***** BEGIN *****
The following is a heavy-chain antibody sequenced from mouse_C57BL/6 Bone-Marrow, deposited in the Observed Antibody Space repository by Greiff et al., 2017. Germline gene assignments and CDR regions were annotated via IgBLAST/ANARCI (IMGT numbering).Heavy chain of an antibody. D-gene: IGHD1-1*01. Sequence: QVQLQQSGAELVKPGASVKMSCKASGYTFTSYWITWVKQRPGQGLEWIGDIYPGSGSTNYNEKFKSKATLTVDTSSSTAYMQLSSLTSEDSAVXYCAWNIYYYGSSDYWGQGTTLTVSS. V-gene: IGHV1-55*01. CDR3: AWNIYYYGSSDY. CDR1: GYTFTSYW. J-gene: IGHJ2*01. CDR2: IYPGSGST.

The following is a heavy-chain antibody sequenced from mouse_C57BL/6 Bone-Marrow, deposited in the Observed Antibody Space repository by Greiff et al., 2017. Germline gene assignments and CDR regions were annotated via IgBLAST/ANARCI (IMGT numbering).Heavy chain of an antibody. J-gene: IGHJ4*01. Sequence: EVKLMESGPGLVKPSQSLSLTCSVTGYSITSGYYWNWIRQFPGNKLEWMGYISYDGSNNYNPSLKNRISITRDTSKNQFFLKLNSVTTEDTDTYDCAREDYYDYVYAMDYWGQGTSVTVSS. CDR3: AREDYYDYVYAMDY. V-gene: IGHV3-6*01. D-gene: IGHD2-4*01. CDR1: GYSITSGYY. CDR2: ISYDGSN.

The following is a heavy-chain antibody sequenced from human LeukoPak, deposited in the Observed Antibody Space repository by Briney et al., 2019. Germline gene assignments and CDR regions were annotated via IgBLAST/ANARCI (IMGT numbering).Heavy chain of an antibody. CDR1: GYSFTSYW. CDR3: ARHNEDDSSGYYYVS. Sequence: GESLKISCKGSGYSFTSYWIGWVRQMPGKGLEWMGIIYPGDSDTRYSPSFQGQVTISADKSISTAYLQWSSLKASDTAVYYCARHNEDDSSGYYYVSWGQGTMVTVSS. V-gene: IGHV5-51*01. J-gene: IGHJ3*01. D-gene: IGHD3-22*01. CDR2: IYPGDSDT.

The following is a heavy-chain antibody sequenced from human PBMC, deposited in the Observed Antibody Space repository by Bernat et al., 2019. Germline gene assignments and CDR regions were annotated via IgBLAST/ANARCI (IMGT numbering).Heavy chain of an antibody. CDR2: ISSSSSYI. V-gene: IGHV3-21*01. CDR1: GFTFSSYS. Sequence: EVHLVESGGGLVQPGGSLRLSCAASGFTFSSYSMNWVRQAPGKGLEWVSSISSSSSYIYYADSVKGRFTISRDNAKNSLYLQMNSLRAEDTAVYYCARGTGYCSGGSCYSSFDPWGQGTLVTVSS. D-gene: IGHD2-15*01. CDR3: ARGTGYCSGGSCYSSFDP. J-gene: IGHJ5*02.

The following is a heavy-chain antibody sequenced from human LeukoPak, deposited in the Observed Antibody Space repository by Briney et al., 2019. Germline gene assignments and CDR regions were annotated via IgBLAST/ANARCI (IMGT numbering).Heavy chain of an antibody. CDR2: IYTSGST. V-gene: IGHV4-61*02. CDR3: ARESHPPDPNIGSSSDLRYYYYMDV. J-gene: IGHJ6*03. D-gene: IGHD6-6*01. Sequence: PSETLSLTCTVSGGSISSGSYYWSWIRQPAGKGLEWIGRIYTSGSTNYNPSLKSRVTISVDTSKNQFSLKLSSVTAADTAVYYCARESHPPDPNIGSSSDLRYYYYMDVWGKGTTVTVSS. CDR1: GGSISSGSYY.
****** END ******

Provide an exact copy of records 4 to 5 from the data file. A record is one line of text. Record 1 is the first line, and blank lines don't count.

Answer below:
The following is a heavy-chain antibody sequenced from human PBMC, deposited in the Observed Antibody Space repository by Bernat et al., 2019. Germline gene assignments and CDR regions were annotated via IgBLAST/ANARCI (IMGT numbering).Heavy chain of an antibody. CDR2: ISSSSSYI. V-gene: IGHV3-21*01. CDR1: GFTFSSYS. Sequence: EVHLVESGGGLVQPGGSLRLSCAASGFTFSSYSMNWVRQAPGKGLEWVSSISSSSSYIYYADSVKGRFTISRDNAKNSLYLQMNSLRAEDTAVYYCARGTGYCSGGSCYSSFDPWGQGTLVTVSS. D-gene: IGHD2-15*01. CDR3: ARGTGYCSGGSCYSSFDP. J-gene: IGHJ5*02.

The following is a heavy-chain antibody sequenced from human LeukoPak, deposited in the Observed Antibody Space repository by Briney et al., 2019. Germline gene assignments and CDR regions were annotated via IgBLAST/ANARCI (IMGT numbering).Heavy chain of an antibody. CDR2: IYTSGST. V-gene: IGHV4-61*02. CDR3: ARESHPPDPNIGSSSDLRYYYYMDV. J-gene: IGHJ6*03. D-gene: IGHD6-6*01. Sequence: PSETLSLTCTVSGGSISSGSYYWSWIRQPAGKGLEWIGRIYTSGSTNYNPSLKSRVTISVDTSKNQFSLKLSSVTAADTAVYYCARESHPPDPNIGSSSDLRYYYYMDVWGKGTTVTVSS. CDR1: GGSISSGSYY.